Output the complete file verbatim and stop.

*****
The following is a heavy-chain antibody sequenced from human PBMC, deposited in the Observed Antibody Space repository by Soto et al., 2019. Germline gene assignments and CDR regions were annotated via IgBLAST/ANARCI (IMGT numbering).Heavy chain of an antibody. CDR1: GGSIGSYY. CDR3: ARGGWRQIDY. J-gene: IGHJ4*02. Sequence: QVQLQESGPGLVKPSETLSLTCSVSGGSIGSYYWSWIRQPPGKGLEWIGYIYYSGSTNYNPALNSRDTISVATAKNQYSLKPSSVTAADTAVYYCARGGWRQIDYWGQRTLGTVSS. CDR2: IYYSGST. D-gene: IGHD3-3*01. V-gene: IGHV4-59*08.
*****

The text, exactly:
The following is a heavy-chain antibody sequenced from human PBMC, deposited in the Observed Antibody Space repository by Soto et al., 2019. Germline gene assignments and CDR regions were annotated via IgBLAST/ANARCI (IMGT numbering).Heavy chain of an antibody. CDR1: GGSIGSYY. CDR3: ARGGWRQIDY. J-gene: IGHJ4*02. Sequence: QVQLQESGPGLVKPSETLSLTCSVSGGSIGSYYWSWIRQPPGKGLEWIGYIYYSGSTNYNPALNSRDTISVATAKNQYSLKPSSVTAADTAVYYCARGGWRQIDYWGQRTLGTVSS. CDR2: IYYSGST. D-gene: IGHD3-3*01. V-gene: IGHV4-59*08.